Author

Lorena Anido

She has a degree in English Philology from the University of Barcelona and a postgraduate degree in Business Techniques and Management and a Master's in Business Administration and Management (Executive MBA), also from the University of Barcelona. She is currently the coordinator of international projects and a teacher of English at the Josep Puig i Cadafalch Institute.
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Digital literacy
Media literacy
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Media Literacy Practical resources

EduCAC: classroom and home resources

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EduCAC is a space with the will to provide, mainly to schools, but also families, learning resources for a critical and responsible use of communication media.

The Consell de l´Audivisual de Catalunya (CAC) together with the Education Department of Catalunya Generalitat presents this curriculum in communication education created with the goal of promoting media education in both formal and informal learning environments.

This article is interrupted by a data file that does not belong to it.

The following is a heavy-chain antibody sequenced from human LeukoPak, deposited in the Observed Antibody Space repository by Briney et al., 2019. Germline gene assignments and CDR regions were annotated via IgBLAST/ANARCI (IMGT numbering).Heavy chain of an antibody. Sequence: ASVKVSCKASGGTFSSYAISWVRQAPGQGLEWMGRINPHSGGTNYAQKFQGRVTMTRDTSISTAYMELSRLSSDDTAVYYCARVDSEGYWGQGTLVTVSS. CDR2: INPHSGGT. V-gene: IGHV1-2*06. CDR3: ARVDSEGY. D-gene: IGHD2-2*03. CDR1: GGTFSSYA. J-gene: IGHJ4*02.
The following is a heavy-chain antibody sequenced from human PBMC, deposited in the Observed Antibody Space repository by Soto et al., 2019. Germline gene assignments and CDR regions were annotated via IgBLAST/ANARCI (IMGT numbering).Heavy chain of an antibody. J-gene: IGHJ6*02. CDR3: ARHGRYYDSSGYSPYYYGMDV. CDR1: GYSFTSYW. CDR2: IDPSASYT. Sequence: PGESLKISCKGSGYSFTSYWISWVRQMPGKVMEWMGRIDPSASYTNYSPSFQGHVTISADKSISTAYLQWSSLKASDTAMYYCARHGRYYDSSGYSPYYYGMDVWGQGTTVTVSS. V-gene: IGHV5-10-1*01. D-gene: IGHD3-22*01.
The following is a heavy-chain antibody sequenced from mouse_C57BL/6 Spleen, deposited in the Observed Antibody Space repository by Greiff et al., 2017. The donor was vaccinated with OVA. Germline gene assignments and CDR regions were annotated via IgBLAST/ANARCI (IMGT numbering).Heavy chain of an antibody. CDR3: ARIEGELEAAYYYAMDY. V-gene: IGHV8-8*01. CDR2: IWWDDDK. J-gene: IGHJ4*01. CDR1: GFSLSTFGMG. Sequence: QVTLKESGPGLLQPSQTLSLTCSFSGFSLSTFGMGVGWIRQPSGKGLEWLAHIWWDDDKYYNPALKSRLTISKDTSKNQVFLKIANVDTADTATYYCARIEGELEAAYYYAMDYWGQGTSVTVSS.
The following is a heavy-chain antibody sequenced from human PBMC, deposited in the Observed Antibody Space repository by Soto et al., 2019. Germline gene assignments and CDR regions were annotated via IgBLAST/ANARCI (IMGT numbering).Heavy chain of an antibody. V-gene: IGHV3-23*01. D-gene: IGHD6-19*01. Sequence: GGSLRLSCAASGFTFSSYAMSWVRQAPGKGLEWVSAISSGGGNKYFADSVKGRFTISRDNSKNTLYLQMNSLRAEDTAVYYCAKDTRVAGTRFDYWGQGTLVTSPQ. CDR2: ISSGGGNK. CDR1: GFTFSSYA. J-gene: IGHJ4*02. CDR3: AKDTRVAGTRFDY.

You can access educational material, learning resources on communication media, audiovisual language and teacher aimed programs, contents and proposals for the families by clicking here.

Digital wellbeing
Fake News
Digital education
Critical thinking
Healthy use of media
Media Literacy Practical resources

How to verify real news in a few steps? A Guide with essential advice

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Misinformation affects all of us but not everyone has the abilities and knowledge to check the fake news that pop up on digital platforms.

The Guide to Media Literacy in Digital Verification is a short, practical and visual document containing a decalogue to quickly understand by yourself how to contrast digital content and put a stop to misinformation.

Published in 2021 and made by the Digital Future Society (Mobile World Capital) and Learn to Check, the guide includes infographics that show the process needed to verify information, photographs, videos and social media accounts.

The decalogue also has tools and advice on how to act when presented with fake news, how to help others and how to inform yourself in a critical way.